NIOSH Recommendations Following Fire Fighter Fatality

NIOSH has made recommendations in their Fire Fighter Fatality Investigation and Prevention Program in the death of a 19-year-old Mount Marion fire captain who died after going into distress at the scene of a reported chimney fire at 11 Fel Qui Road, off John Jay Road, in December 2015.

Volunteer Fire Capt. Jack H. Rose was part of the team that had been dispatched to the fire scene, with mutual aid from Mount Marion, at 6:59 p.m. Saturday. According to a press release from the Mount Marion Fire District, firefighters responding to a report of a chimney fire observed flames coming from the first floor of the residence, and a team of firefighters entered the basement to extinguish it.

A state Department of Labor investigation found Rose became separated from other firefighters in the basement of Mark’s home while fighting the fire. He was conscious when he was found but was pronounced dead soon after at HealthAlliance Hospital’s Broadway Campus in Kingston.

The cause of Rose’s death was asphyxia after inhaling superheated gasses, according to a medical examiner’s report.

Rose was taken by Diaz Ambulance to HealthAlliance Hospital’s Broadway Campus in Kingston, where efforts to revive him continued, but he eventually succumbed, authorities said.

Two reports about the fire issued in August 2016 by the state Department of Labor’s Public Employee Safety and Health Bureau cited the Mount Marion and Centerville fire departments for numerous violations of federal Occupational Safety and Health Administration codes. The village of Saugerties Fire Department was not cited.

In its report, NIOSH has cited the following factors in the firefighter’s death:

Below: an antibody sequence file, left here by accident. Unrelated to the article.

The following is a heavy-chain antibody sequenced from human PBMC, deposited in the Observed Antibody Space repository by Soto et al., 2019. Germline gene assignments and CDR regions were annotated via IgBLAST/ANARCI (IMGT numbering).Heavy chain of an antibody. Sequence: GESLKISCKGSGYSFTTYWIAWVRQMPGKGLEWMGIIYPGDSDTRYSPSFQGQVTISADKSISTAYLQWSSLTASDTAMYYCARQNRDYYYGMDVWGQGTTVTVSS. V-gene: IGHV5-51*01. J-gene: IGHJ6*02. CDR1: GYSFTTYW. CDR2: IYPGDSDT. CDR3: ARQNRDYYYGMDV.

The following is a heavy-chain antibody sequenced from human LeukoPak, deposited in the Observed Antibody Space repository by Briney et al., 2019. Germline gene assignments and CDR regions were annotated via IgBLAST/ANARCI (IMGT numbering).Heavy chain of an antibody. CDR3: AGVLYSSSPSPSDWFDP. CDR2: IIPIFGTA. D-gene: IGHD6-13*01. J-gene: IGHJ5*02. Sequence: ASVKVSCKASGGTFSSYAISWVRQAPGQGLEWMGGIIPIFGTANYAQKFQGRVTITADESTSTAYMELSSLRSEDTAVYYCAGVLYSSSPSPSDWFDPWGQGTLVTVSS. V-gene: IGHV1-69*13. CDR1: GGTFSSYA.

• Lack of crew integrity;
  • Improper SCBA use;
  • Inexperienced firefighter;
  • Special service vehicle not equipped with SCBA; and
  • Lack of training on fire dynamics.

NIOSH’s has made the following key recommendations:

  • Fire departments should ensure that crew integrity is properly maintained by visual (eye-to-eye), direct (touch), or verbal (voice or radio) contact at all times when operating in an immediately dangerous to life and health (IDLH) atmosphere;
  • Fire departments should ensure that special service vehicles are equipped with the appropriate equipment as specified in NFPA 1901 Standard on Automotive Fire Apparatus;
  • Fire departments should ensure that fire fighters wear a full array of turnout clothing and personal protective equipment appropriate for the assigned task while participating in fire suppression and overhaul activities; and
  • Fire departments should ensure that Mayday training programs are developed and implemented so that firefighters are adequately prepared to call a Mayday.


  • Standard setting organizations, enforcement agencies, and authorities having jurisdiction should consider developing, implementing, and enforcing national firefighter and fire officer training standards and requirements.